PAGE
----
Kids today start using the Internet from an early age. About 80% of children have access to a computer at home. By the time they’re in their teens, many of them have their own smartphones or laptops. If they aren’t careful how they use them, they face significant risks of giving up personal information and access to their online lives, or letting malware onto their devices which can lead to the same problems.
Online safety requires good habits
No one is born knowing how to stay safe online. Schools can and should play a major role in teaching them good cybersecurity habits. The word “habits” is important. Mere “cybersecurity awareness” isn’t enough, if it’s only abstract knowledge. Children need to develop the right reflexes to avoid dangerous situations. Just as they learn to look before crossing the street every time, they need to develop habits of online caution. These habits should come into play every time they access the Internet.
When schools teach computer usage, they need to make security a major part of the curriculum. It’s harder than teaching them to open a browser or compose an email message. Legitimate, well-known applications aren’t out to trick them. Learning cybersecurity means learning when not to do as they’re told.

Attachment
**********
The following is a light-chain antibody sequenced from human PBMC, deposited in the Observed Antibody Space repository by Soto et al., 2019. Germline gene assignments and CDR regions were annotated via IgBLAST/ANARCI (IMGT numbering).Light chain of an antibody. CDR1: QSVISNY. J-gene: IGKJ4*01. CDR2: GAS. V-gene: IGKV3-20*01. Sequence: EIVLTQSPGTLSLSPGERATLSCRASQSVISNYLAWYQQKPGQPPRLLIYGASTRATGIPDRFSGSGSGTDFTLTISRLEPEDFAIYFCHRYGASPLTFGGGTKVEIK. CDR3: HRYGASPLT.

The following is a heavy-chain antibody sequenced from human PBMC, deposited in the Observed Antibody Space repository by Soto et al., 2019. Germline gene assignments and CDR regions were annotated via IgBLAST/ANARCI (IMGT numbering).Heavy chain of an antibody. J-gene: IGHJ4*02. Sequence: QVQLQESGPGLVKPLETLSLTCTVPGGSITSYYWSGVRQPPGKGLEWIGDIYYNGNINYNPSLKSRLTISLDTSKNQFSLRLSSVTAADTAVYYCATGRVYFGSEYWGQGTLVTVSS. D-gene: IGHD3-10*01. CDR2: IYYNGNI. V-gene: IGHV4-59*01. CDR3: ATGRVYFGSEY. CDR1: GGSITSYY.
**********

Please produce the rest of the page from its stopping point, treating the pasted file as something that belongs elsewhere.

No one is too obscure
Children and teens have trouble imagining why anyone would bother with their phones and computers. The reality is that everyone is a target. Criminals spread their attacks as widely as they can. Every stolen password and every infected device is worth something to them. Any subverted device can become part of a botnet for launching attacks on bigger targets. The device’s owner may not notice until it gets blacklisted by mail filters or the account gets suspended for misuse.
Cybersecurity isn’t just for the pros
Some people think that the services they use are responsible for

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